After cork bark, the wood used to make wine bottle corks, is plugged, it may be fashioned into a durable, high-density slab called Suberra by the Eco Supply Center in Richmond, Virginia. This company has compress post-industrial recycled cork grain with a polyurethane binder to create 1-1/4 inch composite slabs, 25-1/2 inches wide by 36-1/2 inches long.
Cork is made from Cork Oak bark which regenerates hastily. It is composed of suberin, a water-repelling and waxy substance. Suberra gets its name from this substance.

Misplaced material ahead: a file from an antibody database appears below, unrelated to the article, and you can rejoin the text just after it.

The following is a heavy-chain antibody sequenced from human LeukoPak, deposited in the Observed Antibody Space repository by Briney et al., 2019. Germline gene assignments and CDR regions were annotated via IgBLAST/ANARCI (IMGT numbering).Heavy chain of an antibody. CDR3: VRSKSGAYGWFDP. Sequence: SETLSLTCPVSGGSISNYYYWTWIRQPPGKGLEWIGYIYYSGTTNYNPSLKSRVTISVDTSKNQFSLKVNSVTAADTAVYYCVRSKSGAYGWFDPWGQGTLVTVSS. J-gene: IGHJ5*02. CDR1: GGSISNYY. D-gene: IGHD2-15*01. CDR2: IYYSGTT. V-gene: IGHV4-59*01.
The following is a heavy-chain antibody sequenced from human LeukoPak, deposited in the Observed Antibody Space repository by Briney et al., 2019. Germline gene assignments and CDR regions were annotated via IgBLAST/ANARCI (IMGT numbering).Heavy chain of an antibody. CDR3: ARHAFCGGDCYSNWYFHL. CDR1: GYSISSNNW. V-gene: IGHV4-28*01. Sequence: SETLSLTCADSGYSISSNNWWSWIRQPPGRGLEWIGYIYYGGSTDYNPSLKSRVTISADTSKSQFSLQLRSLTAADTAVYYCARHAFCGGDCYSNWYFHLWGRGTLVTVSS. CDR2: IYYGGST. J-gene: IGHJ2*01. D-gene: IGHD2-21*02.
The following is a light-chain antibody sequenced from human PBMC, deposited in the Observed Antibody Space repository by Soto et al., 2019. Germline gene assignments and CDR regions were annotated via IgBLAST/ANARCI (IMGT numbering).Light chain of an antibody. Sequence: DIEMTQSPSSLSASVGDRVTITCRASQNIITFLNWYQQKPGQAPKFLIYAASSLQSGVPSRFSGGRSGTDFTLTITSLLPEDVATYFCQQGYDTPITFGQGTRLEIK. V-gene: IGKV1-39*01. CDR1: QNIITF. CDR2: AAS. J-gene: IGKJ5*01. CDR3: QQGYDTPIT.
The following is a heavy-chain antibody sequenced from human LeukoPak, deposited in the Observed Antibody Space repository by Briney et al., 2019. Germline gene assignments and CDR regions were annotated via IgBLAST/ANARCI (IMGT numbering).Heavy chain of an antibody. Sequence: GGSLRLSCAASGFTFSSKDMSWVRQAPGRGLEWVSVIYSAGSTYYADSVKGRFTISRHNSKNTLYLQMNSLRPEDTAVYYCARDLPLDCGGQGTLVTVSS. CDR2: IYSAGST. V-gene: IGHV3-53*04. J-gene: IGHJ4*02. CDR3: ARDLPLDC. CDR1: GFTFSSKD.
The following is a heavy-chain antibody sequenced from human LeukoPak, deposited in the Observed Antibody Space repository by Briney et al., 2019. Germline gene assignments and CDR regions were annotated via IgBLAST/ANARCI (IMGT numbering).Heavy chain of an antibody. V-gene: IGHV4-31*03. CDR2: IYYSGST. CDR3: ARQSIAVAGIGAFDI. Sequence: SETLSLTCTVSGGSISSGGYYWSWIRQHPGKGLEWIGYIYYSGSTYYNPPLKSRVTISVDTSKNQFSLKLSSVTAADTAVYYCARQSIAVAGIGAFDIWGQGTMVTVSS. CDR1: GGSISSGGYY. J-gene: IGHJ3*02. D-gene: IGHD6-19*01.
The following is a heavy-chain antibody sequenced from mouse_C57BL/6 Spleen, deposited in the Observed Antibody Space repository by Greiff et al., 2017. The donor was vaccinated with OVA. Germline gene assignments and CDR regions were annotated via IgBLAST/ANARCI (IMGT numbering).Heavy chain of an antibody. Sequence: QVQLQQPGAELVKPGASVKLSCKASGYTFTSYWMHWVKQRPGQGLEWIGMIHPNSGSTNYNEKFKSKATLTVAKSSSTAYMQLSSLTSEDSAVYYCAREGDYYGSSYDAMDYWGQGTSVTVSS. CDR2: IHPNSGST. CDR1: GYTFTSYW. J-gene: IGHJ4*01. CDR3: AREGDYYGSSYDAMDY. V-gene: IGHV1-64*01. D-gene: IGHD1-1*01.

The material may be installed using woodworking tools and standard adhesives, according to the Eco Supply Center. Suberra may also contribute to LEED in the renewable, recycled content and no-added urea formaldehyde provisions.
According to lab tests, Suberra has a fire rating of Class B and a good resistance to stain and abrasion (except for mustard, ammonia and black shoe polish in raw, unfinished samples). Each slab weighs about 31 pounds and may be used to make vanities, tables, desks, kitchen islands, countertops, and other surfaces.
Suberra usually goes for about $250-$300 per slab.